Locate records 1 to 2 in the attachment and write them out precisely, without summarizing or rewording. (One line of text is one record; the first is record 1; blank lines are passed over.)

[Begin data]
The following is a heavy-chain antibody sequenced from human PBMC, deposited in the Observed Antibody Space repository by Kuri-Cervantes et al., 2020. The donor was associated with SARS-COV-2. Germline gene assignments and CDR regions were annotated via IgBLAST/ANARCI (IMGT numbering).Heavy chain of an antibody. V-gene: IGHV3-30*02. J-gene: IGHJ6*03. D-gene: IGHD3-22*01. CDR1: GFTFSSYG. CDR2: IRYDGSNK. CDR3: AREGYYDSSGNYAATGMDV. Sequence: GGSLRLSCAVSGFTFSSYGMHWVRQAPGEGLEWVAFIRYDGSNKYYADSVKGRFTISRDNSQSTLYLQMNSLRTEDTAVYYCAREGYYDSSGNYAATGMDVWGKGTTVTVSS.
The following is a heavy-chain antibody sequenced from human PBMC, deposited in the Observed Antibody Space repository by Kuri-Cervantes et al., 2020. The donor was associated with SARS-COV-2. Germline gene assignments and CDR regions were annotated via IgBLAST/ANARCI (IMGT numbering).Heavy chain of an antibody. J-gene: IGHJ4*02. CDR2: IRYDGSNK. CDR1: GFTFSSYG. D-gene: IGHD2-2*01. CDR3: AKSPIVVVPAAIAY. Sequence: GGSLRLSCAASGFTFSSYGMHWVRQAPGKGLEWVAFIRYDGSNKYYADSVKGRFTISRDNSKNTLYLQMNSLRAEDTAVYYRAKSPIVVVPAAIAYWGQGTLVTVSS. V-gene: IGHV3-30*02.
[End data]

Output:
The following is a heavy-chain antibody sequenced from human PBMC, deposited in the Observed Antibody Space repository by Kuri-Cervantes et al., 2020. The donor was associated with SARS-COV-2. Germline gene assignments and CDR regions were annotated via IgBLAST/ANARCI (IMGT numbering).Heavy chain of an antibody. V-gene: IGHV3-30*02. J-gene: IGHJ6*03. D-gene: IGHD3-22*01. CDR1: GFTFSSYG. CDR2: IRYDGSNK. CDR3: AREGYYDSSGNYAATGMDV. Sequence: GGSLRLSCAVSGFTFSSYGMHWVRQAPGEGLEWVAFIRYDGSNKYYADSVKGRFTISRDNSQSTLYLQMNSLRTEDTAVYYCAREGYYDSSGNYAATGMDVWGKGTTVTVSS.
The following is a heavy-chain antibody sequenced from human PBMC, deposited in the Observed Antibody Space repository by Kuri-Cervantes et al., 2020. The donor was associated with SARS-COV-2. Germline gene assignments and CDR regions were annotated via IgBLAST/ANARCI (IMGT numbering).Heavy chain of an antibody. J-gene: IGHJ4*02. CDR2: IRYDGSNK. CDR1: GFTFSSYG. D-gene: IGHD2-2*01. CDR3: AKSPIVVVPAAIAY. Sequence: GGSLRLSCAASGFTFSSYGMHWVRQAPGKGLEWVAFIRYDGSNKYYADSVKGRFTISRDNSKNTLYLQMNSLRAEDTAVYYRAKSPIVVVPAAIAYWGQGTLVTVSS. V-gene: IGHV3-30*02.